Original quantitative research – A prospective study of financial worry, mental health changes and the moderating effect of social support among Canadian adolescents during the COVID-19 pandemic

Health Promotion and Chronic Disease Prevention in Canada Journal

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Jessica A. Goddard, MScAuthor reference footnote 1; Valerie F. Pagnotta, MScAuthor reference footnote 1; Markus J. Duncan, PhDAuthor reference footnote 1; Matthew Sudiyono, MScAuthor reference footnote 1; William Pickett, PhDAuthor reference footnote 1Author reference footnote 2; Scott T. Leatherdale, PhDAuthor reference footnote 3; Karen A. Patte, PhDAuthor reference footnote 1


This article has been peer reviewed.

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Research article by Goddard JA et al. in the HPCDP Journal is licensed under a Creative Commons Attribution 4.0 International License

Author references

Jessica A. Goddard, Department of Health Sciences, Brock University, 1812 Sir Isaac Brock Way, St. Catharines, ON  L2S 3A1; Email: jgoddard@brocku.ca

Suggested citation

Goddard JA, Pagnotta VF, Duncan MJ, Sudiyono M, Pickett W, Leatherdale ST, Patte KA. A prospective study of financial worry, mental health changes and the moderating effect of social support among Canadian adolescents during the COVID-19 pandemic. Health Promot Chronic Dis Prev Can. 2024;44(3):101-11. https://doi.org/10.24095/hpcdp.44.3.04


Introduction: The COVID-19 pandemic intensified the impact of risk factors for adolescent mental health, including financial worry. Social support has shown to protect from negative mental health during times of stress. We examined the effect of financial worry on changes in anxiety and depression symptoms among Canadian adolescents prior to and during the pandemic, and assessed whether social support from family and friends moderated any changes.

Methods: We analyzed 2-year linked data from the 2018/19 (pre-pandemic) and 2020/21 (during-pandemic) waves of the COMPASS study, with reports from 12 995 Canadian secondary school students. A series of multilevel linear regressions were conducted to examine the main hypotheses under study.

Results: Students scored an average (SD) of 7.2 (5.8) on the anxiety (GAD-7) and 10.0 (6.5) on the depression (CESD-10) scales; 16.1% reported they experienced financial worry during the pandemic. Financial worry was a strong and significant predictor of increased anxiety scores (+1.7 score between those reporting “true/mostly true” versus “false/mostly false”) during the pandemic, but not for depression scores. Low family and friend support were associated with anxiety, and low family support was associated with depression. No significant interactions were detected between social support and financial worry.

Conclusion: Pandemic-related financial worry was significantly associated with anxiety in our large sample of Canadian adolescents. Clinical and public health initiatives should be aware of adolescents’ financial worry and its associations with anxiety during times of crisis.

Keywords: financial worry, adolescents, COVID-19 pandemic, Canada, anxiety, depression, social support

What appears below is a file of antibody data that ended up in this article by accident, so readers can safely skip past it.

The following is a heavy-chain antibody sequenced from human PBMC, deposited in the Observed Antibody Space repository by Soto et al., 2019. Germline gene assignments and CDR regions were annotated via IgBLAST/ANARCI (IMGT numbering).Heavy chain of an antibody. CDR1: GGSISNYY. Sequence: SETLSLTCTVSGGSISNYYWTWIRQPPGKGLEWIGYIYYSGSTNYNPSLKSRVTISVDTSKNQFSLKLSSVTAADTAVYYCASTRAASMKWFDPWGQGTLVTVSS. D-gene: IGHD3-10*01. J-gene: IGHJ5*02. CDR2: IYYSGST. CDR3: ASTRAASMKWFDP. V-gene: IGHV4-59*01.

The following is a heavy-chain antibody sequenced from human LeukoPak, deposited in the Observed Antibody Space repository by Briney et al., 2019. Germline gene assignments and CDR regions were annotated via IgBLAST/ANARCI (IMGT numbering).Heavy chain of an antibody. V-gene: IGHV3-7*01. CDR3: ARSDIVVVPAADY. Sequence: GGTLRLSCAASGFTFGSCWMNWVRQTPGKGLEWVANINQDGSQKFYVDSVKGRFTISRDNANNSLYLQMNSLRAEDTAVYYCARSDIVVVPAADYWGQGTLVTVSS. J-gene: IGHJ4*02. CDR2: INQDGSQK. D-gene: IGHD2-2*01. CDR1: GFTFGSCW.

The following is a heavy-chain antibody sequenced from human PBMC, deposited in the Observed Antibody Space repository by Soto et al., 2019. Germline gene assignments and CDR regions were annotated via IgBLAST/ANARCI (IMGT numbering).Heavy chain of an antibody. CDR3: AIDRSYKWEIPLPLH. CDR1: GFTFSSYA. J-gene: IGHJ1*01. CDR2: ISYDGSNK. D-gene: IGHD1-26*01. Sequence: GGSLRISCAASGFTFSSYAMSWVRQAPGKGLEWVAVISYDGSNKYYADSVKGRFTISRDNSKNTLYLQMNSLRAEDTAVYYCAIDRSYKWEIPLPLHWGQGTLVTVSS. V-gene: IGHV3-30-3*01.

• The COVID-19 pandemic intensified risk factors to adolescent mental health.
  • Pandemic-related financial worry was significantly associated with changes in anxiety scores, but not depression scores.
  • Low family and friend support were associated with anxiety, and low family support was associated with depression; however, no significant interactions were identified with financial worry.
  • Public health policy-makers, clinicians and parents should be aware that financial worry is associated with anxiety among adolescents and may be exacerbated by economic crises.
  • Family support programs that focus on promoting adolescent mental health, given the association between parental financial worry and their children’s mental health, may be a suggested next step.


Adolescent mental health continued to be a global priority during the COVID-19 pandemic.Footnote 1 The pandemic impacted the lives of adolescents across the world, with school closures and shifts to online education, physical distancing and social isolation, and the closure of social and recreational facilities.Footnote 2 These pandemic-related measures are believed to have contributed to worsening mental health among adolescentsFootnote 2 and widened inequities in access to support.Footnote 3 For instance, a large cross-sectional study found that up to 70% of Canadian youth experienced a deterioration in mental health, despite that more than one-third had no prior indication of mental health concerns.Footnote 4 Prior to the pandemic, approximately 1 in 4 Canadian youth experienced a mental disorder.Footnote 5 Given that the first onset of adult mental disorders usually occurs during childhood and adolescence, it is important to address risk factors early in the life course.Footnote 6

A potential risk factor for mental disorders in adolescents that, for some, intensified during the pandemic is financial stress.Footnote 7 Financial stress (or financial worry) is defined as the uncertainty, concern and fear of income instability, unemployment and debt.Footnote 8Footnote 9 The mechanism by which financial worry and adolescent mental health are linked is complex and driven through indirect and direct pathways.Footnote 10Footnote 11 According to the family stress model, stress experienced by parents because of financial hardships may result in disrupted parenting (e.g. inconsistent and harsh parenting, reduced family time and withdrawing support), which increases the risk of their children experiencing poor mental health.Footnote 12 Effects of parental financial stress on the child vary depending on the child’s developmental age, with adolescents particularly at risk for adverse mental health outcomes because of their greater awareness and understanding of financial issues and potential pressures to contribute to family finances.Footnote 13Footnote 14